Frequently asked questions

Do you have a question which is not answered below? Consult my collection of articles or the newsroom. Do you still have questions? Ask me directly!

OK, lots of clever stuff on your website. What do you sell? Myself as an employee in one form or another.

You seem to refer to other people's products all the time. Don't you have any products of your own? No. I have, however, contributed to SimxonCARE, a package of consultancy services for predictive maintenance and maintenance optimization primarily aimed towards the wind turbine market.

What if the cost of hiring you does not fit my budget? Use SimScale or midas MeshFree.

What does it take to see you in person on my site? You should buy me some lunch. See more here.

If a task requires more manpower than you can provide, what should a customer or an employer expect, then? That I facilitate a partnership with - for instance -

The "taxi drive pitch" ending here seems to be a kind of fast track for managers, philosophers or possibly both. Where will I find more technical information? Everywhere else on this website ;-) At the bottom of each web page, you will find a "Newsroom" and an "Articles" button. The "Other services" page contains a longlist of subjects where I and/or open source software may make a positive difference. The "Solids" and "Fluids" pages document that I can do routine work, too. Don't miss the "Quality" page, either.

What is the idea behind those "pretty pictures" on many of your web pages? My attempt to make a joke. For decades, many simulation vendors have displayed colorful pictures of simulation solutions on their web pages. They must all originate from rather unexciting cases, for one must assume that the most exciting cases are protected by customer IP. I have tried to explain my attitude to fancy, uninformative simulation solution pictures here.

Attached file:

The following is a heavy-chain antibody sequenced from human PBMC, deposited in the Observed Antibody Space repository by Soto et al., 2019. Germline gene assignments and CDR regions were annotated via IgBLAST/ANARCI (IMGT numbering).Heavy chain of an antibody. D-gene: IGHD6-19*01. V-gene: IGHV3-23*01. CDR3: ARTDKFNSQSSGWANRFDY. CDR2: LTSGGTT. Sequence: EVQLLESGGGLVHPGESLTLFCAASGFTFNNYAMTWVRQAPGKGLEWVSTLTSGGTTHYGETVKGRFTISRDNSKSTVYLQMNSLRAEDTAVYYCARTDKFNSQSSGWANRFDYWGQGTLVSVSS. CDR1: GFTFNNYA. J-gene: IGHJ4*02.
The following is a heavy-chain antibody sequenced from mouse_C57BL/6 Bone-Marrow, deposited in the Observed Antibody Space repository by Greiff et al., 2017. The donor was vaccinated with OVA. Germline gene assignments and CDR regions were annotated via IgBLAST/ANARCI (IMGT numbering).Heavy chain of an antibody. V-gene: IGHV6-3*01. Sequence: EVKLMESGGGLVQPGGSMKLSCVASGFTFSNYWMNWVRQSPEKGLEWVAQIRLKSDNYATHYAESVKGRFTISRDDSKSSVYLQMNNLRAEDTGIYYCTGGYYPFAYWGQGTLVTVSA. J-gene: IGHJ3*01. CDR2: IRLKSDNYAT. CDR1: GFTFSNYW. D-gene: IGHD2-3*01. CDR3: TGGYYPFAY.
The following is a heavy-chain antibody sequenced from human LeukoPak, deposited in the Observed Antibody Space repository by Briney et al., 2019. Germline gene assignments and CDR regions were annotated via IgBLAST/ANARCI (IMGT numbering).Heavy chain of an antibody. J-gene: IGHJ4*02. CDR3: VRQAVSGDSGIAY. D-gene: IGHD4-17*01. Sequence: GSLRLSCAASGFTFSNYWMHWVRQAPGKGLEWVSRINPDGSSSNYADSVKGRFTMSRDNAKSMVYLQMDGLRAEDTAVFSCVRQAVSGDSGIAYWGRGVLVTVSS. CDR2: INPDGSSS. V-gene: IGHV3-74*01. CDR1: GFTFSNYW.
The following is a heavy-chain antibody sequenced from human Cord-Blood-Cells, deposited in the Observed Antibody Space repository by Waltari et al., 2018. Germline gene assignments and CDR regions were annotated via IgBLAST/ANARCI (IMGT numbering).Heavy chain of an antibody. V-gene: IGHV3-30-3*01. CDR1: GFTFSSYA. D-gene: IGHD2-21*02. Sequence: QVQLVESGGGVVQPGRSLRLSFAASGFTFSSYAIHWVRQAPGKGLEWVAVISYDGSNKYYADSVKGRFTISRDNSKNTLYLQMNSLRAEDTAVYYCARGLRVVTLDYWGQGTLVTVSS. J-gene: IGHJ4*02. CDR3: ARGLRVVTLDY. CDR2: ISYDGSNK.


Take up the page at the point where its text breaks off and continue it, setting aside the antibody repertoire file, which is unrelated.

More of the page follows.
What was the idea behind the logo of your now defunct company? My logo was inspired by the S-curve explained here. I have always attempted to position myself at the sweet spot indicated by the biggest dot, serving both entry-level and advanced needs.

A pretty picture. For more pretty pictures, see here.

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Website for the defunct company Simxon by Kim Ravn-Jensen is licensed under a Creative Commons Attribution-ShareAlike 4.0 International License.
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